Drew: Yeah. PowerPoints get mentioned for both of those reasons and it’s going to be the audience reception of PowerPoints that we’re going to particularly focus on in this episode. 

Just to give a little list before we go into that. They get mentioned for that other purpose in the Columbia accident investigation. Talk about doing community presentations of risk information and controls presenting information on PowerPoint. They get mentioned in as you said Dave, in the Haddon Cave report. They get a little bit of a mention in Deepwater Horizon in a couple of the investigation reports as well.

It’s no surprise given that viewgraph slides and PowerPoint are ubiquitous. They’re going to be used by any organization that has an accident. Chances are some of the vital information was presented on slides at some point.

David: Yeah we use them. They’re absolutely everywhere. We work with a lot of organizations, and we put everything on PowerPoint slides, from risk assessment results, to strategy information, to induction material, to almost all safety practices now in some way, shape, or form. Organizations are likely to be either presented on a PowerPoint slide or the outcomes of the practice to be presented on PowerPoint in a meeting somewhere.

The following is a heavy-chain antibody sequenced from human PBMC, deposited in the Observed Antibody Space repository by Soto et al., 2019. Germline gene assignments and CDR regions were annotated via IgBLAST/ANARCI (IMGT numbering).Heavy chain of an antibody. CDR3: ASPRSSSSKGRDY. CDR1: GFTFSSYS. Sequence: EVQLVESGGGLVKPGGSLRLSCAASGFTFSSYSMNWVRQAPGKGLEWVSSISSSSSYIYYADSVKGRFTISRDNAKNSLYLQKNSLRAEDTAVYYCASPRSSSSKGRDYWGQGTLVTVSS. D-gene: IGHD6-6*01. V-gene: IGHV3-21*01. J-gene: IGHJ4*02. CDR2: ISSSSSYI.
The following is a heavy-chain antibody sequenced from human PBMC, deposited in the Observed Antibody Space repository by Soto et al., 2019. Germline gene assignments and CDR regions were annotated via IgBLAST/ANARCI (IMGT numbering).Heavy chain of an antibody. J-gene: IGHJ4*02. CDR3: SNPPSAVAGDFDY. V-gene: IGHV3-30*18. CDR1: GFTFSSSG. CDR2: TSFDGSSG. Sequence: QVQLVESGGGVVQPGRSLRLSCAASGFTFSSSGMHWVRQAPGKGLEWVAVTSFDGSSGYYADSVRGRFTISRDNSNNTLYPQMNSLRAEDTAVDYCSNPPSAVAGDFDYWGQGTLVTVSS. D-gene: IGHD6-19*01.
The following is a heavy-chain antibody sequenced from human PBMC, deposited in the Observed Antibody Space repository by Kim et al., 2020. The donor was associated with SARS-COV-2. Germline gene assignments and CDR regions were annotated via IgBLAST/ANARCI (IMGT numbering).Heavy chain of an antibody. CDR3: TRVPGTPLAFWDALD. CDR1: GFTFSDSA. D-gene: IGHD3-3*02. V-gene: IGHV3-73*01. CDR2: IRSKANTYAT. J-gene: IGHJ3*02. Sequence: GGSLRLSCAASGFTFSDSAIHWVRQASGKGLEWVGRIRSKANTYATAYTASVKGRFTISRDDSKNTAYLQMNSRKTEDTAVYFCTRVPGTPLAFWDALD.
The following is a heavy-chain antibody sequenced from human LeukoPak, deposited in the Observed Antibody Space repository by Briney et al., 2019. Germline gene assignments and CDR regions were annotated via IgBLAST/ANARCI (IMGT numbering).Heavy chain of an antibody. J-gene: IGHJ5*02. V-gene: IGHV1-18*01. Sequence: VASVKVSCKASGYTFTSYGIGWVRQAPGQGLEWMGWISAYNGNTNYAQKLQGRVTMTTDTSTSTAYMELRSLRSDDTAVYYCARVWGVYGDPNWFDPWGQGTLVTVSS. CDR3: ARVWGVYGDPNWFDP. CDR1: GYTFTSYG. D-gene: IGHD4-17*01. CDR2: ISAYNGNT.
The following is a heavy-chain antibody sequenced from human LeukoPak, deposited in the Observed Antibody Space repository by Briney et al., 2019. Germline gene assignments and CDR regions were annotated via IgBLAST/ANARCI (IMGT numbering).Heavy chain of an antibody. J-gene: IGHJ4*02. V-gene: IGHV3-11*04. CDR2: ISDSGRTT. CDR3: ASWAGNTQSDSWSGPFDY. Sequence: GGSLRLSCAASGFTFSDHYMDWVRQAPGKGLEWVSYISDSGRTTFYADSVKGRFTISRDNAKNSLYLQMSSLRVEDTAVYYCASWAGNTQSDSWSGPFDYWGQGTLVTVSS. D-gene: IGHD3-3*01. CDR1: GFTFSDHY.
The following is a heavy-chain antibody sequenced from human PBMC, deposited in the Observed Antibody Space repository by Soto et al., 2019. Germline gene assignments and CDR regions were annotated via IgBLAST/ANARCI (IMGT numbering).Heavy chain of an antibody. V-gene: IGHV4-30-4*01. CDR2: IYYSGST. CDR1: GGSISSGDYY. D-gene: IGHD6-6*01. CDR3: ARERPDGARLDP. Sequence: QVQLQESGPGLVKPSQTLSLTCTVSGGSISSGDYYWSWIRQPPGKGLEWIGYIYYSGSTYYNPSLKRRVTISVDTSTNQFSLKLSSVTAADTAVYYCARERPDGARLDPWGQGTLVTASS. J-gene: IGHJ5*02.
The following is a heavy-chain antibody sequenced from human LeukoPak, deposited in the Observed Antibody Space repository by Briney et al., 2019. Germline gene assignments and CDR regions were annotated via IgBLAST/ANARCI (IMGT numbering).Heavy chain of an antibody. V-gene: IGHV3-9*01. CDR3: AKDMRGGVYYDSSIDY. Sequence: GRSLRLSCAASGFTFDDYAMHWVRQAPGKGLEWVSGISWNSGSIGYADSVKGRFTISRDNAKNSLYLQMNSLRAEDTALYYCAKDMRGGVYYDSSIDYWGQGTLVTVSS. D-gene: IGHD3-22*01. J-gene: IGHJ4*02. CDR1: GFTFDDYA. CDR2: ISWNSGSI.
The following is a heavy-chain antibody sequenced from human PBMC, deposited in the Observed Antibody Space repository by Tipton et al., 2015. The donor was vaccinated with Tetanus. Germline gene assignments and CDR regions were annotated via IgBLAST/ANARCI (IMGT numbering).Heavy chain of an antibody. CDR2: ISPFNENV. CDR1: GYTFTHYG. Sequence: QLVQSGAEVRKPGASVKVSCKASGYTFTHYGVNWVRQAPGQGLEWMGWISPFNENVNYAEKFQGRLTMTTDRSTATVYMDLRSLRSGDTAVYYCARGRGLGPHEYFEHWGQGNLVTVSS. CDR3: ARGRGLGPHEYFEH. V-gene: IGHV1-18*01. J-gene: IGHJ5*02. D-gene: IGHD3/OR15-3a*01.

Drew: That’s particularly where I’d like to zoom to in this episode, is this deliberate use of PowerPoint to convey safety information. I guess the key example here that’s going to be relevant for most people is when you’re presenting the results of an investigation, or you’re doing some safety training, giving an induction or training about a particular hazard, or a particular topic, or a toolbox talk. Does it add to the communication to be using PowerPoint to do that?